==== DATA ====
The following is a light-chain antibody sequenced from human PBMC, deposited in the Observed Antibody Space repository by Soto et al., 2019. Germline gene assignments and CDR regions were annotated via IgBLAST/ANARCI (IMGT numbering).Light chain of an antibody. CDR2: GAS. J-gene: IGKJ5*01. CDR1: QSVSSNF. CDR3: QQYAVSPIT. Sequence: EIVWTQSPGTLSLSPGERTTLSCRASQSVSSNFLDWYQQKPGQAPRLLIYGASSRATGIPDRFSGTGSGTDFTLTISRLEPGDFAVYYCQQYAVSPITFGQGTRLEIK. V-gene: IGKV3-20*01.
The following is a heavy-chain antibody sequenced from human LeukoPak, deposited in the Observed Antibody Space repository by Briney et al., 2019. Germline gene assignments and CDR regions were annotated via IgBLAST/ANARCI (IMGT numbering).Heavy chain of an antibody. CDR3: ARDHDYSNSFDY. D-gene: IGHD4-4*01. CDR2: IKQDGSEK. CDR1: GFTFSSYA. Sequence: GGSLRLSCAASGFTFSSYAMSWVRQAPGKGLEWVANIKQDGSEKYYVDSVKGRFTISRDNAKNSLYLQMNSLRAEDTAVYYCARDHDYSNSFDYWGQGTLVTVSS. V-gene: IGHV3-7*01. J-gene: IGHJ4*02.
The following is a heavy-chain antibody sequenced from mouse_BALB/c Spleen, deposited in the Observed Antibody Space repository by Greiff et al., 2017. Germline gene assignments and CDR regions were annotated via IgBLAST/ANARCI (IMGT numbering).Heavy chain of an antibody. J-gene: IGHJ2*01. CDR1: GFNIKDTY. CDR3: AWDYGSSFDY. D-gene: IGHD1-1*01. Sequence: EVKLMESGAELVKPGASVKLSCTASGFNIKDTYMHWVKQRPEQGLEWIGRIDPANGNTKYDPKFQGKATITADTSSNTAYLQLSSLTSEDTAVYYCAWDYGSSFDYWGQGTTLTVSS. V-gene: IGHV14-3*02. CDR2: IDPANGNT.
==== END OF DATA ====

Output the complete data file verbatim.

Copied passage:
The following is a light-chain antibody sequenced from human PBMC, deposited in the Observed Antibody Space repository by Soto et al., 2019. Germline gene assignments and CDR regions were annotated via IgBLAST/ANARCI (IMGT numbering).Light chain of an antibody. CDR2: GAS. J-gene: IGKJ5*01. CDR1: QSVSSNF. CDR3: QQYAVSPIT. Sequence: EIVWTQSPGTLSLSPGERTTLSCRASQSVSSNFLDWYQQKPGQAPRLLIYGASSRATGIPDRFSGTGSGTDFTLTISRLEPGDFAVYYCQQYAVSPITFGQGTRLEIK. V-gene: IGKV3-20*01.
The following is a heavy-chain antibody sequenced from human LeukoPak, deposited in the Observed Antibody Space repository by Briney et al., 2019. Germline gene assignments and CDR regions were annotated via IgBLAST/ANARCI (IMGT numbering).Heavy chain of an antibody. CDR3: ARDHDYSNSFDY. D-gene: IGHD4-4*01. CDR2: IKQDGSEK. CDR1: GFTFSSYA. Sequence: GGSLRLSCAASGFTFSSYAMSWVRQAPGKGLEWVANIKQDGSEKYYVDSVKGRFTISRDNAKNSLYLQMNSLRAEDTAVYYCARDHDYSNSFDYWGQGTLVTVSS. V-gene: IGHV3-7*01. J-gene: IGHJ4*02.
The following is a heavy-chain antibody sequenced from mouse_BALB/c Spleen, deposited in the Observed Antibody Space repository by Greiff et al., 2017. Germline gene assignments and CDR regions were annotated via IgBLAST/ANARCI (IMGT numbering).Heavy chain of an antibody. J-gene: IGHJ2*01. CDR1: GFNIKDTY. CDR3: AWDYGSSFDY. D-gene: IGHD1-1*01. Sequence: EVKLMESGAELVKPGASVKLSCTASGFNIKDTYMHWVKQRPEQGLEWIGRIDPANGNTKYDPKFQGKATITADTSSNTAYLQLSSLTSEDTAVYYCAWDYGSSFDYWGQGTTLTVSS. V-gene: IGHV14-3*02. CDR2: IDPANGNT.